Last weekend, social media was flooded with positive reactions to Carlos Baute’s participation in Antena 3’s Tu Cara Me Suena. The Spain-based Venezuelan singer took the stage to perform a rendition of Celia Cruz’s hit single “Que Le Den Candela,” while doing a head-to-toe impersonation (from her voice to her signature mannerisms to her skin color) of the Cuban icon. The overwhelming majority of these reactions didn’t call out him out for performing in blackface; on the contrary, they celebrated the look, completely disregarding the racist implications of this kind of makeup.

While Tu Cara Me Suena is a Spanish TV show, it’s important to note that Latin America also has a long history of allowing blackface to hit the airwaves. It’s likely that Baute grew up on Venezuelan comedy and variety shows where this practice was common – like comedian Emilio Lovera’s classist sketch segment Los Jordan on Radio Rochela, or La Negra Catanare’s distasteful weekly mockery of Cuba’s social situation on Cheverísimo. It’s sadly been normalized all across Latin America, with examples like Geisha Montes de Oca’s blackface impersonation of Amara La Negra on an August 2016 appearance on Dominican Republic’s Aquí Se Habla Español still a fresh wound.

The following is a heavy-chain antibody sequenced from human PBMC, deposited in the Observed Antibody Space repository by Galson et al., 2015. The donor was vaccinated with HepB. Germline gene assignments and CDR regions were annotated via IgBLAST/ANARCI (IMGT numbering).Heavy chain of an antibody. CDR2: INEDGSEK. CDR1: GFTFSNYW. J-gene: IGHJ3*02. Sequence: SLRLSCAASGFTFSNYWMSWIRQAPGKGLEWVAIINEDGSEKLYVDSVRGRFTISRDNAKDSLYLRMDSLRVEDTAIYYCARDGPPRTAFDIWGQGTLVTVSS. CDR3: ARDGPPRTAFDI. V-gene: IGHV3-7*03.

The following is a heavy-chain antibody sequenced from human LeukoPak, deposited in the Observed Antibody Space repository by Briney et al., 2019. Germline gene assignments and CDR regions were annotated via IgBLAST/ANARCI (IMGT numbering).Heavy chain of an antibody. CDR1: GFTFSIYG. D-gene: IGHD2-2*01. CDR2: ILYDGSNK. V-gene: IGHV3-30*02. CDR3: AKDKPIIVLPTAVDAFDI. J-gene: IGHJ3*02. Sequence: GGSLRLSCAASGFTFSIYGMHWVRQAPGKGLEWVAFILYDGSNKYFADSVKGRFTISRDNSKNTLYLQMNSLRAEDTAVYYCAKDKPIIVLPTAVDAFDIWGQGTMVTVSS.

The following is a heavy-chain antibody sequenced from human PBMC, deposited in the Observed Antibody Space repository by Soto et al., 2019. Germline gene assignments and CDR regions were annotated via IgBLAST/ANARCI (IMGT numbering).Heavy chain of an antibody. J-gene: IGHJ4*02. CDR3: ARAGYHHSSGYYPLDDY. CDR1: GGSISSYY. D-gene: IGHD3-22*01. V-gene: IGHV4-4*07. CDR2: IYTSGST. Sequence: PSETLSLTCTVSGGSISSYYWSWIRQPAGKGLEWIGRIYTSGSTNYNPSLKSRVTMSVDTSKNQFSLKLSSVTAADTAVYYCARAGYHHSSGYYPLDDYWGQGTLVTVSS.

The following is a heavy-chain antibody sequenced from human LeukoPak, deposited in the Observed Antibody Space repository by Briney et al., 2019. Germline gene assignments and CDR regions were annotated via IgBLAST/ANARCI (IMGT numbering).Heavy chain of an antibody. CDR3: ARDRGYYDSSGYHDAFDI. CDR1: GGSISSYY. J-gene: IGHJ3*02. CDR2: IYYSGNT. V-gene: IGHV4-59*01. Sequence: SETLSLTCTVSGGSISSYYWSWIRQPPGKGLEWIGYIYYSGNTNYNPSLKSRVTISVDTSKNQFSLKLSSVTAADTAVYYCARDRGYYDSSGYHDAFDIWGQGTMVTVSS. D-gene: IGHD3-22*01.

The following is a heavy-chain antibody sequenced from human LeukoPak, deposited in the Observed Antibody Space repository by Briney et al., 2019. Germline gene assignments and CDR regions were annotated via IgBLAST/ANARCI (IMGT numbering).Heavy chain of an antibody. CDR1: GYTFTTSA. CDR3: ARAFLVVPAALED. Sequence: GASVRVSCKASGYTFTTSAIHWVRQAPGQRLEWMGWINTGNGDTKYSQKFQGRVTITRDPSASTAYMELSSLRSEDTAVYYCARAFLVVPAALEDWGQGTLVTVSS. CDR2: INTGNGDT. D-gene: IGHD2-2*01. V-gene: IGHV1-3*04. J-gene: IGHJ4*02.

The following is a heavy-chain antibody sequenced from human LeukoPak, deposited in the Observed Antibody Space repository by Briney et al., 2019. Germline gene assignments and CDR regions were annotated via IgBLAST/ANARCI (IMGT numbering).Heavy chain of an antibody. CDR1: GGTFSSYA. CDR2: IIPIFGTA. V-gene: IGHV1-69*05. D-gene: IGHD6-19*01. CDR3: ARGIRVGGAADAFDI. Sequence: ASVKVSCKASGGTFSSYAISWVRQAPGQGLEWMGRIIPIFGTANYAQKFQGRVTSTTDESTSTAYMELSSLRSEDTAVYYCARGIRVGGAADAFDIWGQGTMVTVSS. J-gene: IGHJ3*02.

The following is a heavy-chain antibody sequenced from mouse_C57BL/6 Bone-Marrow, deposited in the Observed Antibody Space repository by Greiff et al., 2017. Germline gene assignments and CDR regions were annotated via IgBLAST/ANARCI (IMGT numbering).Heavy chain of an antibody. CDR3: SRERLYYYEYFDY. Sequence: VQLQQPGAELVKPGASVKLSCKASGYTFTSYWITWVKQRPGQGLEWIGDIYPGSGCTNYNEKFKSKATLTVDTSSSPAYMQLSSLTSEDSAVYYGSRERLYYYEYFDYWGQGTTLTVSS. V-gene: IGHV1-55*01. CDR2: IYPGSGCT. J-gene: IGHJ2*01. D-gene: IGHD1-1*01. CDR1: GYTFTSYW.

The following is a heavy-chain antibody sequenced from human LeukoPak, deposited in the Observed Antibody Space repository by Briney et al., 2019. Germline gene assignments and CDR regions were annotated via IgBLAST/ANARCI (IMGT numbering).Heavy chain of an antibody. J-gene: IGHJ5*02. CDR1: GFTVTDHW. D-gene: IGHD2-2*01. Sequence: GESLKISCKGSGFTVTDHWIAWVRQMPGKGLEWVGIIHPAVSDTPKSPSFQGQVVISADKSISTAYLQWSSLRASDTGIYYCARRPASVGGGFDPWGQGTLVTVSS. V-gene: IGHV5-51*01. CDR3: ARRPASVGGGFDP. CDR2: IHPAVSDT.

This issue has sparked debates across the world, including Latin America, where there are several examples of blackface in recent history. Egregious displays like Baute’s show the privilege of white and white-passing Latin Americans who intend to wear Afro-Latino identity as a costume, but who will never understand what it means to be Black. To this day, Afro-Latinxs do not see their faces or stories represented in massive media outlets. This invisibility directly affects why this community’s portrayed through tired tropes.

With a significant Black population in the region – Brazil alone is the country with the second biggest Black population in the world – who continuously suffers from racism and even colorism within its own community, allowing entertainers to perform blackface is unacceptable. Of course, the industry should make changes. But audiences should also understand why it’s such a problem, that even though blackface is defended as comedy, it truly only serves to dehumanize a segment of the population.